As the attacks continued, I learned to sleep with my window half-open so that every time the alarm rang, I could run to safety. However, nobody could sleep. Two and a half days of continuously listening to the alarms resulted in sharp headaches and swollen eyes. This was when I truly realized how prepared Israel is, both technology and infrastructure wise, for all the attacks it faces. 

Every floor in our buildings has a safe room, and every community or colony has a large safe zone to accommodate around 100 people during such attacks. As the rockets approach, an automatic alarm in buildings, and a phone app, Red Alert, detects their proximity. I had activated Red Alert for those 3 days and that inbuilt, uncustomizable, piercing sound the app makes has stayed in my head even after 5 months. 

We were sent, through e-mails and WhatsApp, multiple guidelines on how to protect ourselves during the attacks and run to safe zones when the alarm went off. The Israel Defence Force (IDF) had code-named it Operation Black Belt, and the Iron Dome intercepted most of the 450 rockets launched from Gaza, though some of them did injure civilians.

On 13th November, a former Knesset member, Dov Lipman, invited a few of the international students for a very fancy dinner and said: “This is Israel, that is how we live here; these attacks happen almost all the time but we cannot stop partying or celebrating life or working for them”. In his courtyard, he said, “you would be able to listen to the rockets fired at this time but be assured we are sitting in the safest place and it cannot damage anything here.”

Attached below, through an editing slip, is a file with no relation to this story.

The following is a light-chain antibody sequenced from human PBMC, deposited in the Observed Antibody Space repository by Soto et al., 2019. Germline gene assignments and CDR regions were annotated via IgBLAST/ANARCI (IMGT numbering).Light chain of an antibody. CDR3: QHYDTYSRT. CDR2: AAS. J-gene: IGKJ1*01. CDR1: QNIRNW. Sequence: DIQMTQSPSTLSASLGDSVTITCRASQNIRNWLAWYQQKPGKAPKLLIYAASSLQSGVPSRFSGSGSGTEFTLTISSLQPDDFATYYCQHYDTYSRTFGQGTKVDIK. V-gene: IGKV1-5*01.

I asked Dr Yaacov Falcov, Senior Fellow at the International Institute for Counter Terrorism and a Professor at Tel Aviv University, his analysis of this attack on Tel Aviv, one of the safest places in Israel. He went back in time and told me how difficult it was for him and his family to witness such attacks after his aliyah (move to Israel and citizenship) from Russia. His mother and family were terrified when they first heard the alarms and it felt like they were not safe anywhere.

While anti-Semitism continues to be a threat in other nations, the attacks here raise a question on the existence of Israel. It is apparent through the recent pattern of attacks in the city that Iran, which does not recognize the legitimacy of the State of Israel, has invested much in the weapons provided to Hamas. Israel demands quick attention towards being better prepared.

Personally, as I witness Israelis living in such difficult times, the Covid-19 pandemic seems tolerable. However, the Independence Day siren of Israel raises many questions than the rocket alarms I’ve heard. 

Sugandh Priya Ojha

Sugandh Priya Ojha is the co-founder of a political consultancy startup. She is also an IR professional and a polyglot with interest and experience in Political Analysis, Culture, International Security and Climate Governance.

The views and opinions expressed in the article are those of the authors and do not necessarily reflect the official policy or position of The Tilak Chronicle and TTC Media Pvt Ltd.